I have recently fallen in love with Markdown. It’s a hybrid of coding and writing that allows you to quickly style your text without having to move your hands off the keyboard or know any HTML.
Markdown works by using simple patterns and special characters within text. You can enter these while typing and barely slow down your pace. You can type this way in any app without needing formatting capabilities, but you need an app or plugin that understands Markdown in order to convert your writing into richly formatted text. I’ll recommend some tools below.
Markdown is already natively supported on sites like GitHub and Reddit.
Here are my top five features of Markdown and how it helps me write articles and podcast show notes faster.
1. Fast headlines
Markdown uses the pound/hash sign to indicate the level of a heading. Starting a paragraph with
# makes that paragraph a “Heading 1,” just as if you had selected that from a toolbar or used the
<h1> HTML tag. Heading 2 would be
##, Heading 3 would be
###, and so on. (Side note, most blog posts and articles on the web should use Heading 2 and down instead of Heading 1 and down. Heading 1 is usually reserved for the post/article title.)
\# Heading 1
## Heading 2
### Heading 3
2. Easy lists
Making bullet-point or numbered lists can become frustrating in many editors. It’s especially complicated when you want to reorder your list and you start cutting/copying and pasting. (This sometimes results in accidentally nested lists.)
Making lists with Markdown is easy! Just start your lines with a hyphen or asterisk and don’t separate your list items with blank lines, and you’ll get a bullet-point list.
– Item 1
– Item 2
* Item 3
- Item 1
- Item 2
- Item 3
I personally prefer using the hyphen, because asterisks can do two additional things (more on that in a moment) and a hyphen is quicker to type than a asterisk.
Magic really starts to happen with numbered lists. Start your lines with
1. or any other number, and the list will become a numbered list. You don’t even have to use the right numbers or the right order!
1. Item 1
1. Item 2
5. Item 3
3. Item 4
2. Item 5
- Item 1
- Item 2
- Item 3
- Item 4
- Item 5
3. Simple code snippets
If you do any kind of technical writing, you may have a need to insert small pieces of code. Some editors will let you type this in plain text, but others will try to process the code or hide it altogether.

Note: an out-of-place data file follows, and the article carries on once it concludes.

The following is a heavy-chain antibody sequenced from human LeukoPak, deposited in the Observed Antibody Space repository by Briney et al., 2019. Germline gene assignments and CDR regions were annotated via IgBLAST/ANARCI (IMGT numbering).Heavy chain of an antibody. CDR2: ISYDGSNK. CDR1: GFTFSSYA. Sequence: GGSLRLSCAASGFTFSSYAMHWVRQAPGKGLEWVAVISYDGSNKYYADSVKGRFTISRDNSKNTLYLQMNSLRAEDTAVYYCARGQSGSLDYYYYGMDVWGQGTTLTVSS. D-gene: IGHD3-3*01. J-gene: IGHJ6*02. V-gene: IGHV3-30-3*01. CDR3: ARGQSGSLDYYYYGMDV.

But with Markdown, you can display your code in a monospaced font and not worry about its being processed or hidden.
To enter a small, inline piece of code, surround the code with a backtick ([crayon-5d13b7a274938458484316-i/], usually on the same key as the tilde).
To make a code block, indent each line with one tab or four spaces. But many Markdown apps and plugins share some elements from GitHub-Flavored Markdown, including letting you put a line of three backticks before and after the block of code.
<h2>Block of code</h2>
<p>With multiple lines</p>
<h2>Block of code</h2>
<p>With multiple lines</p>
Markdown doesn’t offer any special code highlighting, just a plain monospaced font. I like the Crayon Syntax Highlighter plugin for more detailed code examples on WordPress, like I used in How to disable Disqus on custom post types.
Markdown may not play nicely with code-highlighting plugins
In writing this post, I had huge problems working with the Markdown code snippet examples and any example blocks. The problem is a conflict between Markdown and Crayon Syntax Highlighter plugin. Both of them wanted to use backticks, and both of them had different ways of displays blocks of code. So my code block examples above are actually made with Crayon Syntax Highlighter, since I need to keep it activated.
Backticks and other special symbols on mobile devices
Even with most Bluetooth keyboards, the backtick is not usually an available character to type. To work around this, I suggest copying the backtick character and making a keyboard replacement code for it. I type
.bt on my iPad and get a backtick inserted. I’ll write more about this in the future.
4. Quick formatting
Even without headlines and lists, you’ve probably found the need to at least bold or italicize text. Again, Markdown makes this easy.
For bold, surround your words with double-asterisks (
**) or double-underscores (
This is **bold** becomes “This is bold.”
For italics, surround your words with either single asterisks or underscores.
This is _italic_, and _this is, too_!
This is italic, and this is, too!
I like to use underscores for italics and double-asterisks for bold, as this is similar to how Google+ formats text. But Google+ uses single asterisks, instead of double, for bold.